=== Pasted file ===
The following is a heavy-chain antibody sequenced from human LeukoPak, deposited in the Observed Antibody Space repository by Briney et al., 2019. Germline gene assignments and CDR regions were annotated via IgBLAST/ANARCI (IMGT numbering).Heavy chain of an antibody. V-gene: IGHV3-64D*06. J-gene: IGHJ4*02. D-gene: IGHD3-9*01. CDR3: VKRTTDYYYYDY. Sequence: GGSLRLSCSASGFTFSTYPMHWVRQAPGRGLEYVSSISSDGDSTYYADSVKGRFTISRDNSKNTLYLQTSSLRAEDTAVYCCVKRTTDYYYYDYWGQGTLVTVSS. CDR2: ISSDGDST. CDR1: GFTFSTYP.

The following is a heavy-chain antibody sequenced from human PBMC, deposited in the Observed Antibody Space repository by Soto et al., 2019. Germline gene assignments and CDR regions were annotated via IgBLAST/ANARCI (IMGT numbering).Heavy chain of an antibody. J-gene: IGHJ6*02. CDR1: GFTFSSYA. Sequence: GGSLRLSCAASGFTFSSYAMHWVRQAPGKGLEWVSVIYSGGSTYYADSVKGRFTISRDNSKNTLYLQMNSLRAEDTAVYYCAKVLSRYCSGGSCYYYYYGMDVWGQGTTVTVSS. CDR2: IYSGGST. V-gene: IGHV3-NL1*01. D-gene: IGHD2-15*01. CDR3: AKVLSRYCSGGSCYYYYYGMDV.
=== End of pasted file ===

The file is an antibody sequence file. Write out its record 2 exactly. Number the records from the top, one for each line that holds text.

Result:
The following is a heavy-chain antibody sequenced from human PBMC, deposited in the Observed Antibody Space repository by Soto et al., 2019. Germline gene assignments and CDR regions were annotated via IgBLAST/ANARCI (IMGT numbering).Heavy chain of an antibody. J-gene: IGHJ6*02. CDR1: GFTFSSYA. Sequence: GGSLRLSCAASGFTFSSYAMHWVRQAPGKGLEWVSVIYSGGSTYYADSVKGRFTISRDNSKNTLYLQMNSLRAEDTAVYYCAKVLSRYCSGGSCYYYYYGMDVWGQGTTVTVSS. CDR2: IYSGGST. V-gene: IGHV3-NL1*01. D-gene: IGHD2-15*01. CDR3: AKVLSRYCSGGSCYYYYYGMDV.